Last year, Wisconsin lawmakers agreed to give Fiserv, a $31 billion publicly traded company, a chance at $12.5 million if it keeps its headquarters in state.
On Thursday, Fiserv and the Milwaukee Bucks announced that the company had paid for the naming rights to a new downtown arena that was funded in large part by taxpayer money.
Lawmakers not pleased about Bucks naming rights deal
The Milwaukee Journal-Sentinel spoke to lawmakers after the deal was done, and some of them are none too pleased. At least publicly.
“It makes the legislature look foolish,” said Democratic Sen. Jon Erpenbach, who voted against the subsidy deal. “It makes the governor look foolish.”
Democratic state senator Chris Larson may have summed up his colleagues’ and constituents’ frustrations best.
“Taxpayers are going to be paying to put somebody else’s name on the front of this arena that taxpayers paid for,” Larson told the Journal-Sentinel.
Wisconsin taxpayers foot $250M bill to build Bucks arena
Wisconsin taxpayers ponied up $250 million for the arena that the Journal-Sentinel reports cost $524 million. It was a deal that received bipartisan support in the state before being approved by Republican Governor Scott Walker in 2015.
The cost of the 25-year naming rights deal was not disclosed, but Bucks officials initially had hoped to recoup $7 million to $10 million a year, according to the Journal-Sentinel. The Bucks will play their first game in the new arena in the fall.
Larson did not vote to approve the subsidy for Fiserv, according to the Journal-Sentinel. He did, however sign on on the nine-figure public payout to build the Bucks a basketball arena.
Conflicts stem from publicly financed arenas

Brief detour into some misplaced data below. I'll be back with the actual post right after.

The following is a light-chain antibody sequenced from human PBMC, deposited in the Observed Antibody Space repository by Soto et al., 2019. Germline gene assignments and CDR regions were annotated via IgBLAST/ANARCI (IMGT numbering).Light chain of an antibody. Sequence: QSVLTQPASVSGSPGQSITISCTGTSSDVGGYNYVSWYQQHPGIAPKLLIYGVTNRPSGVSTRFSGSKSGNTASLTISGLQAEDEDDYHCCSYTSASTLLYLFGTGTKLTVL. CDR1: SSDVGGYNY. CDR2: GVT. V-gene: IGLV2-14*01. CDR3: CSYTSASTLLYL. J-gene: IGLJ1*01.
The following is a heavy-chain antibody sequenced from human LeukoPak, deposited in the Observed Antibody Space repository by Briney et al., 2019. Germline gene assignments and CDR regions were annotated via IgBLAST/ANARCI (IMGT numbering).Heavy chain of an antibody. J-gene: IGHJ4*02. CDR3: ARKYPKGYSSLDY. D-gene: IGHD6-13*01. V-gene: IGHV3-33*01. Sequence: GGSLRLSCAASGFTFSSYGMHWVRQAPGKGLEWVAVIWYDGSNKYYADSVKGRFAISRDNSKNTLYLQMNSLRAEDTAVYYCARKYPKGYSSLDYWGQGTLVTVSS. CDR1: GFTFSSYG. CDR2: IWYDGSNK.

Publicly financing the arena is really the crux of the problem here. Fiserv is free to spend its budget how it sees fit. If executives and shareholders believe buying naming rights to a basketball arena is good business, then that’s their prerogative whether they end up taking the taxpayer subsidy or not.
But the optics of the Bucks and Fiserv teaming up to profit off of public money while the public doesn’t get a direct financial return on the investment are poor.
Other cities refuse to pay for stadiums
It’s a problem alleviated in part if cities and states develop the backbones to refuse to continue to finance playgrounds for the teams of wealthy business owners. It’s a stance that’s been seen recently in California with lawmakers and taxpayers refusing to finance NFL stadiums.
Of course that stance led to the Chargers leaving San Diego for a privately funded L.A. home and the Raiders making plans to move to Las Vegas, which appeared more than happy to open the coffers.
But it’s also a stance that would have left Larson without the need to publicly lambast a naming rights deal if he hadn’t voted to put taxpayers on the hook to begin with.
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